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Here are some pics of my pack and whats inside. Let me know if their is something i could do different that would be better or something im possibly missing. Thanks for looking.

Here is the pack I use. Its nothin fancy, its an all weather Nex Pak.


This is all of my basic gear i need. I got everything I need for the most part. All I lack is a sleep system which im working on getting next.


Here is my first aid kit.


Here are my bushcrafting knives, all of them are Moras except for the leatherman wave and a Martinni knive.


Here is my fishing kit, i plan on adding to it soon. Also in the pics is my folding saw and 2000 grit sandpaper for knife sharpening.


Here is my fire kit and starters.
 

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Just a tad bit insane
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my friend I want to thank you, I never though of ramen and instant oatmeal for bug out purposes.... plus love the knife collection. Do recommend a few bladders and water filters the canteen may not cut it. Also maybe a bit for cordage. The fishing line might want to wrap it around something that line hurts like a bitch when it cuts into your hand. plus got a better grip. A few pairs of clothes (rarely have too many socks.) rain gear might also help.
 

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Not every kit is perfict. But i like how you adapted your pack with extra little packs. Like the mag pouch and such. Good going you took what you had and impirvised and addapted. A few things i didnt see is a chopping or cutting tool. Like a machete or axe or even a saw. Also you can use your fishing line for traps. Also some bank line or trout line would be good to pack for that. Also somthing alot of people forget is spices. A good spice is cyenne pepper.(spelling sorry). Its a antaseptic and it will also help stop bleeding. Same with cinnamon. Anouther is garlic good anyibiotic. Or aregano its good for sore throats and fever blisters. Also honey natural honey not pasturized honey. Theres a bunch of uses for honey. Id take the time and look up some spices and see their benefits and add a few to your kit. But good luck like i said no.kit is perfict. Always room for improvements and add ons but you have a good start and thanks for sharring.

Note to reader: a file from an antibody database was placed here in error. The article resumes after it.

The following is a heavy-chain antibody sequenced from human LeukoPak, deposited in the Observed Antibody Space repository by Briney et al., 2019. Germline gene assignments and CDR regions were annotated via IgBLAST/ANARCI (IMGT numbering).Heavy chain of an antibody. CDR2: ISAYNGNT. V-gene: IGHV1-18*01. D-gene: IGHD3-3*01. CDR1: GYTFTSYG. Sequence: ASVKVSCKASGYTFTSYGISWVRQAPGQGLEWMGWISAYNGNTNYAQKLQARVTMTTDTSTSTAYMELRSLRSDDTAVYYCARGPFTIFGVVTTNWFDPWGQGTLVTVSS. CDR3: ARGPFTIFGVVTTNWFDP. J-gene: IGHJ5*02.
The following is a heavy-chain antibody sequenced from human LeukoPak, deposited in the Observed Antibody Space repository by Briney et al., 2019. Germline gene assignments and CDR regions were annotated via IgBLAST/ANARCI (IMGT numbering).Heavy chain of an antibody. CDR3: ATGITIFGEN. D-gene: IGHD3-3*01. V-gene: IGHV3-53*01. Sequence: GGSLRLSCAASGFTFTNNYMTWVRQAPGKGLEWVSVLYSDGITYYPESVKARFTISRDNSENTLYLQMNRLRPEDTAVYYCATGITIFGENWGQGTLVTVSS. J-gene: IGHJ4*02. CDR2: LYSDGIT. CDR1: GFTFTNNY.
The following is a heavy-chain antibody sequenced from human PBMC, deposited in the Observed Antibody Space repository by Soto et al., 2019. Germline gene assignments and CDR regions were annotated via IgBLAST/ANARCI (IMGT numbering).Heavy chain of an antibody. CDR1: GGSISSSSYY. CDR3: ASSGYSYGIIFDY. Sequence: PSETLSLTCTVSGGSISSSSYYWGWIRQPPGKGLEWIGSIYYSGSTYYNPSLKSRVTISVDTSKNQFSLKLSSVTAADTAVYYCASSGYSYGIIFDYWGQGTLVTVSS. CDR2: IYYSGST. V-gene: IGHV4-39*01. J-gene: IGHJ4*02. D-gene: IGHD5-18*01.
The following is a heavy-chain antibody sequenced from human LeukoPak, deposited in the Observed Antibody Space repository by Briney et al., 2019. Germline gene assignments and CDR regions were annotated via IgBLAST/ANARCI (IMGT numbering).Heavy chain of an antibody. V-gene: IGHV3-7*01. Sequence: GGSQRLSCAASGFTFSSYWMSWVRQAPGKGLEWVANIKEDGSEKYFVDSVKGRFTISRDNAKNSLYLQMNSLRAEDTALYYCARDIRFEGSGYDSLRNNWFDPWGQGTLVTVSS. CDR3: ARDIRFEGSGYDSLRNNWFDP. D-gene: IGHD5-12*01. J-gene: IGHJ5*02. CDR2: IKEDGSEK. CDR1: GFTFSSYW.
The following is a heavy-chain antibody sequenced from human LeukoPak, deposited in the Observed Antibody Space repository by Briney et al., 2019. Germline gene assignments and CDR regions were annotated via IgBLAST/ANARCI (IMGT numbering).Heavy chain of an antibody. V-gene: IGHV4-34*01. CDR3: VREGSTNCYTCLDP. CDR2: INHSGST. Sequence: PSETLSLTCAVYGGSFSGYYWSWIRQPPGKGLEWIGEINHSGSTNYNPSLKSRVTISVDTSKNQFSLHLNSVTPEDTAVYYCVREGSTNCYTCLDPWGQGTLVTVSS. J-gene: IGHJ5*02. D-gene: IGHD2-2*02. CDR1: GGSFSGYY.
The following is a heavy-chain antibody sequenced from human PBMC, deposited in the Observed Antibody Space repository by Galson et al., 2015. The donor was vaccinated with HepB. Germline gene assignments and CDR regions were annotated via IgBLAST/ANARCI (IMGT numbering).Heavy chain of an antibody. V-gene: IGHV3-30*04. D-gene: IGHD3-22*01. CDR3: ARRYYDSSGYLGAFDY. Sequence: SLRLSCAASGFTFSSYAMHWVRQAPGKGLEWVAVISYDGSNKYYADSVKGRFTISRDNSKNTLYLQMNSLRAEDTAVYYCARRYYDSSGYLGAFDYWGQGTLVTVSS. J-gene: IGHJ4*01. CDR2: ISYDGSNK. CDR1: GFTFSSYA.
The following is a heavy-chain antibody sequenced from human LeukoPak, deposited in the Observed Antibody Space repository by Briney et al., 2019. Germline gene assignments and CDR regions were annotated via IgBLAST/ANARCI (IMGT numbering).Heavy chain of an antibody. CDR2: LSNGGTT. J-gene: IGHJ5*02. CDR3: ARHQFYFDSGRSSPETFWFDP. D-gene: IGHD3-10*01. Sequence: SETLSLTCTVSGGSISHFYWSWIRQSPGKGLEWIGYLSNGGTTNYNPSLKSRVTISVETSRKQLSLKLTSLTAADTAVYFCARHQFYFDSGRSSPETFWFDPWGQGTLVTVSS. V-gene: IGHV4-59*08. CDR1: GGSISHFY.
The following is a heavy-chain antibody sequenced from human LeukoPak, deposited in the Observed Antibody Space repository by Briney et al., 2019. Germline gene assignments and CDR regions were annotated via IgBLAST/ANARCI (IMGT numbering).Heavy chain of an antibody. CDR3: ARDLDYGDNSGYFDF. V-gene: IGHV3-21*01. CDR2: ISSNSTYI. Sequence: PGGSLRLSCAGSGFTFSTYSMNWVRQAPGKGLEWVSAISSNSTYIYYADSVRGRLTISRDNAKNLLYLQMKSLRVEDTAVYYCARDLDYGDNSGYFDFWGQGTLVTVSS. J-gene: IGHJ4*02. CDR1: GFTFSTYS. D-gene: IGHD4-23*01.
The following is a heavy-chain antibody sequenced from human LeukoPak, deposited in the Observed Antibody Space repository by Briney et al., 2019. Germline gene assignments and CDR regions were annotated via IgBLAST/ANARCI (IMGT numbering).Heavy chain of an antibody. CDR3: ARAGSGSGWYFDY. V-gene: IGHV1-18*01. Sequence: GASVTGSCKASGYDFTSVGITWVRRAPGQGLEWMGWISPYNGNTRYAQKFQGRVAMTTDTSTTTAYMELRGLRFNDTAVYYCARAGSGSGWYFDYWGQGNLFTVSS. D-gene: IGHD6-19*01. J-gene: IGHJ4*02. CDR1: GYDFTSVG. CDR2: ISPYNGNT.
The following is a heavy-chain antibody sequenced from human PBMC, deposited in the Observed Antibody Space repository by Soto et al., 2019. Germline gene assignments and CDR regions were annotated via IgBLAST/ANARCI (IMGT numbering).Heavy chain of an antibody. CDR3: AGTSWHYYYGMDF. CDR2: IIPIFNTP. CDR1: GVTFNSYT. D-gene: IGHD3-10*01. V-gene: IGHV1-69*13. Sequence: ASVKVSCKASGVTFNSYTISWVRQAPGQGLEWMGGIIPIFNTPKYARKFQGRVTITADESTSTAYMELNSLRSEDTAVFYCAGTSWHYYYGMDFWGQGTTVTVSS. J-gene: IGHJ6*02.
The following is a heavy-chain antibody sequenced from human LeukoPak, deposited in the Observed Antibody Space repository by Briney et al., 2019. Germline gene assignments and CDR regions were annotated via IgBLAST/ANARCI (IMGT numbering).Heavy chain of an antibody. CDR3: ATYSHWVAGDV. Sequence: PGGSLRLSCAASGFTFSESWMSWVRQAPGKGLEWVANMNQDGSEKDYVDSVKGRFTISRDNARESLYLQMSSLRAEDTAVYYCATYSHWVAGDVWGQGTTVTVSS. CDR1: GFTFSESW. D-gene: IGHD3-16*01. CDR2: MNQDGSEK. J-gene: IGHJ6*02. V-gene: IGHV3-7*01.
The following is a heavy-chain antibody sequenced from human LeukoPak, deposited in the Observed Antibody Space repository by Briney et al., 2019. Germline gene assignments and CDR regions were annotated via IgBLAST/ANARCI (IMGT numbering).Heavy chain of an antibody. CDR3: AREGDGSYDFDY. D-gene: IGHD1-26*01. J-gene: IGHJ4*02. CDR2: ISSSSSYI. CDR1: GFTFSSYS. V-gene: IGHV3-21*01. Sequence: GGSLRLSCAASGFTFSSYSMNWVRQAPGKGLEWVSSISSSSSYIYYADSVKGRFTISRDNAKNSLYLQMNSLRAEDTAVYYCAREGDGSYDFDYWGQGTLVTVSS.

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Discussion Starter #4
Thanks. As far as rain gear goes I have two ponchos right now. Im working on getting a rain suit to add. For my extra clothes and socks im waiting on some more pouches so i can take all the gear and put them in the pouches so i can add my clothes to the inside of the pack. The fishing line in the pic is in their temp. im going to get some spider wire instead and i got a plan for a fishing kit the will eliminate the line getting tangled and so on. I just ordered my water filter and 2 2 quart bladders to add to the pack. The ramen noodle and oatmeal idea came from a good friend of mine over at Red Dirt Survival. Those two items have long shelf life as long as they are stored properly. Thanks for the advice!
 

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Discussion Starter #6
Well this is my BOB if i need to BO. I use it now for when i go out hiking, camping, or just going to do some bushcrafting. I try to get out as often as possible to practice my skills.
 

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Just a tad bit insane
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Thanks. As far as rain gear goes I have two ponchos right now. Im working on getting a rain suit to add. For my extra clothes and socks im waiting on some more pouches so i can take all the gear and put them in the pouches so i can add my clothes to the inside of the pack. The fishing line in the pic is in their temp. im going to get some spider wire instead and i got a plan for a fishing kit the will eliminate the line getting tangled and so on. I just ordered my water filter and 2 2 quart bladders to add to the pack. The ramen noodle and oatmeal idea came from a good friend of mine over at Red Dirt Survival. Those two items have long shelf life as long as they are stored properly. Thanks for the advice!
Very nice another though is whats your backup source for cooking. For instance I have a jetboil if all else with a extra fuel canister.
 

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Born to prep
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Lets get rid of a few thing first.